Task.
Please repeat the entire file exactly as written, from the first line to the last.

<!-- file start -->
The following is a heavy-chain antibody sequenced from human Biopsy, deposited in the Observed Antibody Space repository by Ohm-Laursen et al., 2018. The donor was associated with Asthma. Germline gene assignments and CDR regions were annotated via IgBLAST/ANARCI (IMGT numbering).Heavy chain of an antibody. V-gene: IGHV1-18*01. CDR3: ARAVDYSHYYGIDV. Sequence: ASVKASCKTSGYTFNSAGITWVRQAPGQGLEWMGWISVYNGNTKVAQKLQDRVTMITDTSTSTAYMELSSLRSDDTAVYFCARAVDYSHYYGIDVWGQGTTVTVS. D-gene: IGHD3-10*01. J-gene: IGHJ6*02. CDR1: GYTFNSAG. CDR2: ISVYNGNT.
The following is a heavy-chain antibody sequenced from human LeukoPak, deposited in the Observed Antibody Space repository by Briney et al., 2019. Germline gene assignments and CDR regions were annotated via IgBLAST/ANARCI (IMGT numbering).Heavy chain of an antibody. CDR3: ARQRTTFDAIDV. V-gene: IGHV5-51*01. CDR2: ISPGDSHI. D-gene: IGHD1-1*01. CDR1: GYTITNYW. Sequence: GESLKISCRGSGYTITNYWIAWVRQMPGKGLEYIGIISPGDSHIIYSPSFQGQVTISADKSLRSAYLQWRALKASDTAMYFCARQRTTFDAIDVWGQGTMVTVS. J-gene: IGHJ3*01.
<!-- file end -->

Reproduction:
The following is a heavy-chain antibody sequenced from human Biopsy, deposited in the Observed Antibody Space repository by Ohm-Laursen et al., 2018. The donor was associated with Asthma. Germline gene assignments and CDR regions were annotated via IgBLAST/ANARCI (IMGT numbering).Heavy chain of an antibody. V-gene: IGHV1-18*01. CDR3: ARAVDYSHYYGIDV. Sequence: ASVKASCKTSGYTFNSAGITWVRQAPGQGLEWMGWISVYNGNTKVAQKLQDRVTMITDTSTSTAYMELSSLRSDDTAVYFCARAVDYSHYYGIDVWGQGTTVTVS. D-gene: IGHD3-10*01. J-gene: IGHJ6*02. CDR1: GYTFNSAG. CDR2: ISVYNGNT.
The following is a heavy-chain antibody sequenced from human LeukoPak, deposited in the Observed Antibody Space repository by Briney et al., 2019. Germline gene assignments and CDR regions were annotated via IgBLAST/ANARCI (IMGT numbering).Heavy chain of an antibody. CDR3: ARQRTTFDAIDV. V-gene: IGHV5-51*01. CDR2: ISPGDSHI. D-gene: IGHD1-1*01. CDR1: GYTITNYW. Sequence: GESLKISCRGSGYTITNYWIAWVRQMPGKGLEYIGIISPGDSHIIYSPSFQGQVTISADKSLRSAYLQWRALKASDTAMYFCARQRTTFDAIDVWGQGTMVTVS. J-gene: IGHJ3*01.